By Gabriel Olawale
Stakeholders in the Nigeria healthcare sector has called for more partnership among different key players within and outside the sector to advance healthcare delivery in the country.
The experts who gathered at the 3rd edition of the Lagos Health Summit said that improving the country’s healthcare indices is not something that can be done in isolation.
The third edition of Lagos Health Summit was supported by Iwosan Lagoon Hospital, Casava, Total Health Trust Limited, Lancet Laboratories, Bora Communications, Tech Cabal and Hi-Impact TV.
Speaking at the conference, the Executive Director, Lagos Health Summit, Habeeb Moshood said that improving healthcare outcomes in Nigeria goes beyond what can be addressed from a healthcare provider point of view.
“It is essential to understand the role of other sectors such as transportation, power, agriculture among others. For instance, transportation is important in terms of emergency while agriculture is crucial in addressing malnutrition and power in running healthcare facilities.
“So we are advocating multi-sectoral approach to improve healthcare delivery. We understand that there will be little challenges but when the goal of advancing healthcare delivery in the country is collectively shared, then all obstacles can be addressed.”
Moshood hinted that the first edition of the summit focused on conversations around navigating the future of healthcare with emphasis on the role of insurance in optimizing healthcare delivery, “while last year focused on strengthening healthcare with technology.”
Corroborating his views, Chief Operating Officer, Iwosan Investments Limited, Dr. Idowu Adebiyi said that there is strengthen in numbers and no single person have all the skills or technology to achieve desired results.
“For instance, it’s either you partner for the purpose of finance, training, purchase of modern equipments or even for patients that you need to see. So it is difficult to run away from partnerships. What you just need to do while considering partnerships is to keep the patient at the front of your mind.
In his key note address, Global Growth Lead Field Intelligence, Peter Bunor said that the fastest way to achieve a collective goal is to work together, “different groups have different expertise and areas of specialization, so finding and encouraging people to work together is the fastest way we can achieve our collective goal in a way that it benefits all.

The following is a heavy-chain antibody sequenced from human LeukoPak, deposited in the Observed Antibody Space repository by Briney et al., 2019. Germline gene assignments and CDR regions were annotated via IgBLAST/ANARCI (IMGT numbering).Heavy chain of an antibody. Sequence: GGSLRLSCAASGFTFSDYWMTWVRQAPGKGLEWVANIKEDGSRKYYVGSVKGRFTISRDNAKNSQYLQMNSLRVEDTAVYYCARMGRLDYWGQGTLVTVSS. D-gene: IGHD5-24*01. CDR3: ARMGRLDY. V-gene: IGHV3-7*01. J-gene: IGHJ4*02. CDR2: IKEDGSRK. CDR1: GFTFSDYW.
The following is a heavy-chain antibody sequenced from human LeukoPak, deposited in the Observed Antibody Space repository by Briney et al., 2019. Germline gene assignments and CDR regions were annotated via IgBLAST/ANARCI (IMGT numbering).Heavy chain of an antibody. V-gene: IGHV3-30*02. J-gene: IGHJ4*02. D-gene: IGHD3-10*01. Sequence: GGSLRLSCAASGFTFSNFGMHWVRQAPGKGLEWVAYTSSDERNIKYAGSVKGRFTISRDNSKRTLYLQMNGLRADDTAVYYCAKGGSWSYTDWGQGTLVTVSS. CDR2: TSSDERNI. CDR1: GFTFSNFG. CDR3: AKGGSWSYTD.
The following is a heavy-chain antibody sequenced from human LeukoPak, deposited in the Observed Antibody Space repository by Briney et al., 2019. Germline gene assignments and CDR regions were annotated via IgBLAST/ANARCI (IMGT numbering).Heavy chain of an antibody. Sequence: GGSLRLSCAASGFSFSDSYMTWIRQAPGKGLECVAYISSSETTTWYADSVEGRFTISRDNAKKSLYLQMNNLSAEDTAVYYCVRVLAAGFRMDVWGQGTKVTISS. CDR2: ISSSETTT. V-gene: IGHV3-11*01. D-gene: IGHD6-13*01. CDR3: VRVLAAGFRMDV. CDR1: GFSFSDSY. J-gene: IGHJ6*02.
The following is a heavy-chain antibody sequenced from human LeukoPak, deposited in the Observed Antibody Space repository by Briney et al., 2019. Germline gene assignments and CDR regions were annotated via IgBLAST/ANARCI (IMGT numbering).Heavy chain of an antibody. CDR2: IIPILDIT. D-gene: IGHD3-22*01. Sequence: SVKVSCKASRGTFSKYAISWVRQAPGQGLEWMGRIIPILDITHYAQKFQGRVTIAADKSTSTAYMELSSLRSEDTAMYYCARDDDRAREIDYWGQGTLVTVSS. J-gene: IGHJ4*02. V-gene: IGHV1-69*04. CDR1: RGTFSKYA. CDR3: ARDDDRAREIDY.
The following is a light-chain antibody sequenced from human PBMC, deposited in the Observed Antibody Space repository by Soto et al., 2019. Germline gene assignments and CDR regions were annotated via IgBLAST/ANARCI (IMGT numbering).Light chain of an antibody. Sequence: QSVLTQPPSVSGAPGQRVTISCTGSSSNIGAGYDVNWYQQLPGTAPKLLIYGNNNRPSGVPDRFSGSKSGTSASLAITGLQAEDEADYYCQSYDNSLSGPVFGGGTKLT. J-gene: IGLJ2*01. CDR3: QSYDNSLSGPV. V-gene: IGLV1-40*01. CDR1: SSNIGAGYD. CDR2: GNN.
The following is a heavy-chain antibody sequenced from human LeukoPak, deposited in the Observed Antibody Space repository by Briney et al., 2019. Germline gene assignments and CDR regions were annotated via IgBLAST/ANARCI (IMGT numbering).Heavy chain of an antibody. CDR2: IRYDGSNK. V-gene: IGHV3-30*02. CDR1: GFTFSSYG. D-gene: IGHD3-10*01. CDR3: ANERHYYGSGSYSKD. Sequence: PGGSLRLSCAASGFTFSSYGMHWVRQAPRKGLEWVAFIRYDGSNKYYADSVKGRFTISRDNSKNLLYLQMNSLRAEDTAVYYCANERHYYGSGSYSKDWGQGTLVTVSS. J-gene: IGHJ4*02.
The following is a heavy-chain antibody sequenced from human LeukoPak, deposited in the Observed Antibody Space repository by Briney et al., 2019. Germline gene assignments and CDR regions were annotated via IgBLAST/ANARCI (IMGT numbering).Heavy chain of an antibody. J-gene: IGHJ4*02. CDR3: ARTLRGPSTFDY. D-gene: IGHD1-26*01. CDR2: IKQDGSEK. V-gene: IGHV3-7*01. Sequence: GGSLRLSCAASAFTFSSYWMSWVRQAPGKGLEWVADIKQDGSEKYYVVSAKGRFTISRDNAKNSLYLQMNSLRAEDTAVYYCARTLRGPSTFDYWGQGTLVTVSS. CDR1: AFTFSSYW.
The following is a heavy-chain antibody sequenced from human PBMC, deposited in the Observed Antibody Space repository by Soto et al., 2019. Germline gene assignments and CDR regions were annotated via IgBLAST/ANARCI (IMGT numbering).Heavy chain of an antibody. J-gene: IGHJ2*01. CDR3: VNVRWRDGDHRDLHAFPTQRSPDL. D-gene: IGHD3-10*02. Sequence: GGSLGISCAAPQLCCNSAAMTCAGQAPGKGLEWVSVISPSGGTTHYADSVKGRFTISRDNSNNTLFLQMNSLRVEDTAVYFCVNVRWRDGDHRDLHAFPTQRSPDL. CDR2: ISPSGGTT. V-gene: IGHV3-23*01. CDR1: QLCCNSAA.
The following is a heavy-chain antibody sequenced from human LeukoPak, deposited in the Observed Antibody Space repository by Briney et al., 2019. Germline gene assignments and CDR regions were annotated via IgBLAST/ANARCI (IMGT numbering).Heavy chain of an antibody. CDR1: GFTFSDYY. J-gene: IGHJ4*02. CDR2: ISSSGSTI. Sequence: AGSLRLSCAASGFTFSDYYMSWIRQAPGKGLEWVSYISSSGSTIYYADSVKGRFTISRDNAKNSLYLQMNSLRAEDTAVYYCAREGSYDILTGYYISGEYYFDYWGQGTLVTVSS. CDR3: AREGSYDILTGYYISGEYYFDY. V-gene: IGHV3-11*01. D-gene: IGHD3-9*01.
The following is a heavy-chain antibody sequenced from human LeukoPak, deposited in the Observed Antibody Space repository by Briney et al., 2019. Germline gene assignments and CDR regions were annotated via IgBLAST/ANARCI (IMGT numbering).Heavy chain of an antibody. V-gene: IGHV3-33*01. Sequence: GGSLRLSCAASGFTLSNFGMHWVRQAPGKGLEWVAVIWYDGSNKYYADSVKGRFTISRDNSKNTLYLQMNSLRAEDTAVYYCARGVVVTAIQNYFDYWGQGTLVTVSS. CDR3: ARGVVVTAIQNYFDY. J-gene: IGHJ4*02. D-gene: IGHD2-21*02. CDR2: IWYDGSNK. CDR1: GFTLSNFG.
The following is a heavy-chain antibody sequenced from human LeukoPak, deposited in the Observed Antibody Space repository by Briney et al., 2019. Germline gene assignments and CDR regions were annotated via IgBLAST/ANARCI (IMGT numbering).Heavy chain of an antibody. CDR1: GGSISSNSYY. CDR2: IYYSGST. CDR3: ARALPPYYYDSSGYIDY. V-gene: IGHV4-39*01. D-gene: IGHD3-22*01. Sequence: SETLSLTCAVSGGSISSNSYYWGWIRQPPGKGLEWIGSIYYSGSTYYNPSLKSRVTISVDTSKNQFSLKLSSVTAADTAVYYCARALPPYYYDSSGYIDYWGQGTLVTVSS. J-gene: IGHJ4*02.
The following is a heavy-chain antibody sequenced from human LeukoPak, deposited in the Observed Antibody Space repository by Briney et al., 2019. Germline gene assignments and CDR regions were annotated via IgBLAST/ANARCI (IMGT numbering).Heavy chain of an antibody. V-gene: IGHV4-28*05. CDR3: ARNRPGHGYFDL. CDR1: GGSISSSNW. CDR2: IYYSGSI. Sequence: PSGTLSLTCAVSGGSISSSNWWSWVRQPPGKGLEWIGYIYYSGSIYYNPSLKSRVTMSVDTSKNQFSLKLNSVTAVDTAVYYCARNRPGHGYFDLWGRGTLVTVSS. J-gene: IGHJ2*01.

“Imagine a scenario where we are all trying to solve similar problems and everybody is trying to build solutions. Whereas, if people specialized and focus on things they are good at then we will have better outcomes.
“A lot of people want to own everything to themselves and that is probably because they have not found credible people to partner with, people that will come to the table with good intentions. Sometimes people want to partner with you for a short time to learn what you are doing and kick you out of the business.
“So it is fear of whether the partner share the same vision that makes some people skeptical about partnership. In coming together, you need to figure out what you are trying to achieve, and how it benefits all the players. When all the parties can see how it benefits one another, it will make it easier to engage and collaborate.”
On her part, Chief Executive Officer of Babymigo, Mrs. Kemi Adeloye who spoke during a panel session tagged; “Adopting Collaborative Alliance in Improving Maternal and Child Healthcare” said that “technology will be instrumental to improving maternal and child health outcomes in Africa in the next decade.”
She added that, “in addition to leveraging technology, there is also a need to support digital activities with offline activations including community outreaches.”
She also mentioned that “a combination of private-public and private-private partnerships are necessary to provide unique accessible healthcare to mothers and children.”
Without forgetting the need for aggressive awareness and enlightenment of mothers on all levels to reduce maternal and newborn mortality.